Irony, satire, expediency, and double-dealing
are timeless Shakespearean political themes that seem especially
relevant today, as demonstrated by productions like the Royal
Shakespeare Company’s King John, Peter Hall’s Troilus
and Cressida, and Almeida Theatre's Coriolanus.
King John, which opens the summer festival
season at Stratford-upon-Avon, presents
a man in the top job who may seem familiar. His claim to
the position is shaky, and he by turns is inept, indecisive, changeable,
and to some, as interpreted by Guy Henry, a figure of fun.
Directed by Gregory Doran in the Elizabethan-inspired Swan Theatre,
John in his first appearance, heralded by fanfares, scurries onto
the scene late, not wearing but clutching his crown, and forgets
the name of the French ambassador he is meeting. It
is a play that views politics with cynicism.
John’s mother, Elinor of Aquitaine (think Katharine
Hepburn in “The Lion in Winter”) favors young Arthur, the rightful
heir to the throne as he is the son of John’s deceased older brother.
Warring against John, Elinor enlists the aid of the French, who
then betray her, and turn Arthur over to John’s henchman, Hubert
(Trevor Cooper). Cardinal Pandulph (David Collings) excommunicates
John, who first blasts the Pope but then retracts, while Pandolph
in turn rescinds his order and crowns John as rightful king in
a second coronation.
In contrast to the hypocritical churchman
and the kings of England and France is the outspoken Faulconbridge,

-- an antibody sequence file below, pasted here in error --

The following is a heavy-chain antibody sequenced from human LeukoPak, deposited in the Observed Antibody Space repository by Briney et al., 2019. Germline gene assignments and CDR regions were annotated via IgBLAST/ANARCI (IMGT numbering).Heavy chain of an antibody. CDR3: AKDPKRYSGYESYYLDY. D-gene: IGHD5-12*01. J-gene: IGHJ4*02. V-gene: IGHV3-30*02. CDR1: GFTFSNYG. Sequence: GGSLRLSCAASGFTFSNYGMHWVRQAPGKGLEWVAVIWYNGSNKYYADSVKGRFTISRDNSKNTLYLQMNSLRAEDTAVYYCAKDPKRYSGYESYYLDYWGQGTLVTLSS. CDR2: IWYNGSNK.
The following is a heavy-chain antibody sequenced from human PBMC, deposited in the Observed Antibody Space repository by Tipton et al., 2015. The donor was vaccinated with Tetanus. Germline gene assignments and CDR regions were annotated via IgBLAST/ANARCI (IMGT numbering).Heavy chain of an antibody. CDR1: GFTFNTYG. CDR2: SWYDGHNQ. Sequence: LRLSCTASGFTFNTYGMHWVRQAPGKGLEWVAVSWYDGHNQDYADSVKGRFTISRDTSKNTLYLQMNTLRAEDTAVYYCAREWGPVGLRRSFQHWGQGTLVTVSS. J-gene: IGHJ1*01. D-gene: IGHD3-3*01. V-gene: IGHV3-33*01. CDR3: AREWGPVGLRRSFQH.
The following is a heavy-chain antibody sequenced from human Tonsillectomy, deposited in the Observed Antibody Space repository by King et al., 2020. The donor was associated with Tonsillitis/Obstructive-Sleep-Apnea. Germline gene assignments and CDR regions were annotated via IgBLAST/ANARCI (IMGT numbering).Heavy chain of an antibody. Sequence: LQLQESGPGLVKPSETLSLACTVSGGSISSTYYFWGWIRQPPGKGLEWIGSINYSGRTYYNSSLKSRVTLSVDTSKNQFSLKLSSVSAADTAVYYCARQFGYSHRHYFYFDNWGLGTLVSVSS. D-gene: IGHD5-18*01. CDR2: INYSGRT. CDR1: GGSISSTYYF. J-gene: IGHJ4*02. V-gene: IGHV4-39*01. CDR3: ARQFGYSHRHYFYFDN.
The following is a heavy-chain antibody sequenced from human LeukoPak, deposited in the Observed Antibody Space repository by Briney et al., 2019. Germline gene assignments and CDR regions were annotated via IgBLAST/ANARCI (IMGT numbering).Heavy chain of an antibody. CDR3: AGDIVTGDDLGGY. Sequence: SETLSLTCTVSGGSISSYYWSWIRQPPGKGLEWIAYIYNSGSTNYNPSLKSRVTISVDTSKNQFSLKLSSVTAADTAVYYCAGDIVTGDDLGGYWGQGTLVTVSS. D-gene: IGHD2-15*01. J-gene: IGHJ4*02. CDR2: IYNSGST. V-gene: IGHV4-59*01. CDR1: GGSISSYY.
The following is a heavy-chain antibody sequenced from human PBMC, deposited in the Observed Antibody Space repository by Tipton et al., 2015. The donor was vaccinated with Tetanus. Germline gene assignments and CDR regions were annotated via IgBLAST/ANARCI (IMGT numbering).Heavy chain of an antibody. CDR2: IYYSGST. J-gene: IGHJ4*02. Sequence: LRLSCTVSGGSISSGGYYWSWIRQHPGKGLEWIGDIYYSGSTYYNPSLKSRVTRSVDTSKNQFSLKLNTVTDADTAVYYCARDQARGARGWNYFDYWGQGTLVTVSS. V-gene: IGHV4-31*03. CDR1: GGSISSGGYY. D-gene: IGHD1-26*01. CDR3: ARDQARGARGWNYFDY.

bastard son of deceased King Richard the Lionhearted. If
John is an anti-hero, Faulconbridge is as close as the play comes
to a hero. A realist, it is Faulconbridge whose soliloquy
recognizes that everyone is motivated by “commodity,” that is,
expedience, that turns the rulers from “a resolved and honorable
war/ To a most base and vile-concluded peace.” He includes himself:
“Gain, be my lord, for I will worship thee.”
An early play (c. 1594-95), King John
is filled with long, rhetorical speeches in which the playwright
demonstrates that he can out-Marlowe Marlowe’s mighty line.
But Faulconbridge, or the Bastard, as he is termed in Shakespeare’s
designation, has the truly unique voice Shakespeare was finding
for individual characters. It cuts through the rhetoric
of the others, and is the Bastard’s alone, like the speeches of
Emilia in Othello or Mercutio in Romeo and Juliet.
Jo Stone-Fewing makes the most of the soliloquies, combining
their cynicism with honesty, and brings out the wit in this singular
character, who takes on and mocks the pompous, but remains loyal
to the king no matter how abhorrent his orders
There are two outstanding women’s
roles, conceived by Shakespeare as sympathetic in contrast
to the hypocritical males. Alison Fiske is Elinor, one of
Shakespeare’s strong women who revels in conflict, blasting the
King of France for deserting her cause, or attacking the turn-coat
cardinal who delights in his own scheming. Kelly Hunter portrays
Constance, mother of young Arthur and a role favored by generations
of actresses because of its emotion, especially the lament for
her dead son.